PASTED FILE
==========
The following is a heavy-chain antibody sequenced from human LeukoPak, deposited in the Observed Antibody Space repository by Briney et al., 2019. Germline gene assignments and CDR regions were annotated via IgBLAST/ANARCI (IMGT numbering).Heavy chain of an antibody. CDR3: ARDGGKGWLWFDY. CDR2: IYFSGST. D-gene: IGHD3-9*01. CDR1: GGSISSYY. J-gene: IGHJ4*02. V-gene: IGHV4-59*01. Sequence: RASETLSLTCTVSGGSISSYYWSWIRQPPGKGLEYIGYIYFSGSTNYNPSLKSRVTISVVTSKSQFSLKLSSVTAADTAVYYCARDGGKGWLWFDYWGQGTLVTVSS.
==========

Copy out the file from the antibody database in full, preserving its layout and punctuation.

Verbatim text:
The following is a heavy-chain antibody sequenced from human LeukoPak, deposited in the Observed Antibody Space repository by Briney et al., 2019. Germline gene assignments and CDR regions were annotated via IgBLAST/ANARCI (IMGT numbering).Heavy chain of an antibody. CDR3: ARDGGKGWLWFDY. CDR2: IYFSGST. D-gene: IGHD3-9*01. CDR1: GGSISSYY. J-gene: IGHJ4*02. V-gene: IGHV4-59*01. Sequence: RASETLSLTCTVSGGSISSYYWSWIRQPPGKGLEYIGYIYFSGSTNYNPSLKSRVTISVVTSKSQFSLKLSSVTAADTAVYYCARDGGKGWLWFDYWGQGTLVTVSS.